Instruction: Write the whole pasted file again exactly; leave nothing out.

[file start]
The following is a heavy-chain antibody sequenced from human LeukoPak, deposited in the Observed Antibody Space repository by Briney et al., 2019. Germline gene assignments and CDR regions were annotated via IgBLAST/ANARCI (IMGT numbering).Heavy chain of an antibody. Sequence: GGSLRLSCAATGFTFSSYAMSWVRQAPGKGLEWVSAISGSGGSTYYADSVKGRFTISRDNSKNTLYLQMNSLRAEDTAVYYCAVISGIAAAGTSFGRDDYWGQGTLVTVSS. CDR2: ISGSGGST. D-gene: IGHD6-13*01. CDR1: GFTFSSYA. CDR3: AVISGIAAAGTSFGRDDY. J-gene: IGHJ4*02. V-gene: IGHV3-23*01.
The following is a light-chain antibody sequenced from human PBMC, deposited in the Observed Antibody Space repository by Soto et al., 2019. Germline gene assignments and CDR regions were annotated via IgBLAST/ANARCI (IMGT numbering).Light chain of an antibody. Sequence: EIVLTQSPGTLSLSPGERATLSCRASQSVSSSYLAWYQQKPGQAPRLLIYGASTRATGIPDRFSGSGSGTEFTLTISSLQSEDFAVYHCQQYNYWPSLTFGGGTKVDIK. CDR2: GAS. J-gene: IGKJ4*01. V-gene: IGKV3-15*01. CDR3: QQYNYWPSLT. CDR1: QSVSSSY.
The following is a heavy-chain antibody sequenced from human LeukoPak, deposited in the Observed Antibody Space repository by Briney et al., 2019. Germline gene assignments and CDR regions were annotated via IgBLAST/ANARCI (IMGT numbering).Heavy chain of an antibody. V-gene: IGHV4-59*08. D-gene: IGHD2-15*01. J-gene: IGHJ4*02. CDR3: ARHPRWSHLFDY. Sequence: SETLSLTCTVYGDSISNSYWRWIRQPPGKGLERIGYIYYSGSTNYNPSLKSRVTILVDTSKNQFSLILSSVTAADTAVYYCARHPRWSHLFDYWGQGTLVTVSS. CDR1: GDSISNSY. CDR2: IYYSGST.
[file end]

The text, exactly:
The following is a heavy-chain antibody sequenced from human LeukoPak, deposited in the Observed Antibody Space repository by Briney et al., 2019. Germline gene assignments and CDR regions were annotated via IgBLAST/ANARCI (IMGT numbering).Heavy chain of an antibody. Sequence: GGSLRLSCAATGFTFSSYAMSWVRQAPGKGLEWVSAISGSGGSTYYADSVKGRFTISRDNSKNTLYLQMNSLRAEDTAVYYCAVISGIAAAGTSFGRDDYWGQGTLVTVSS. CDR2: ISGSGGST. D-gene: IGHD6-13*01. CDR1: GFTFSSYA. CDR3: AVISGIAAAGTSFGRDDY. J-gene: IGHJ4*02. V-gene: IGHV3-23*01.
The following is a light-chain antibody sequenced from human PBMC, deposited in the Observed Antibody Space repository by Soto et al., 2019. Germline gene assignments and CDR regions were annotated via IgBLAST/ANARCI (IMGT numbering).Light chain of an antibody. Sequence: EIVLTQSPGTLSLSPGERATLSCRASQSVSSSYLAWYQQKPGQAPRLLIYGASTRATGIPDRFSGSGSGTEFTLTISSLQSEDFAVYHCQQYNYWPSLTFGGGTKVDIK. CDR2: GAS. J-gene: IGKJ4*01. V-gene: IGKV3-15*01. CDR3: QQYNYWPSLT. CDR1: QSVSSSY.
The following is a heavy-chain antibody sequenced from human LeukoPak, deposited in the Observed Antibody Space repository by Briney et al., 2019. Germline gene assignments and CDR regions were annotated via IgBLAST/ANARCI (IMGT numbering).Heavy chain of an antibody. V-gene: IGHV4-59*08. D-gene: IGHD2-15*01. J-gene: IGHJ4*02. CDR3: ARHPRWSHLFDY. Sequence: SETLSLTCTVYGDSISNSYWRWIRQPPGKGLERIGYIYYSGSTNYNPSLKSRVTILVDTSKNQFSLILSSVTAADTAVYYCARHPRWSHLFDYWGQGTLVTVSS. CDR1: GDSISNSY. CDR2: IYYSGST.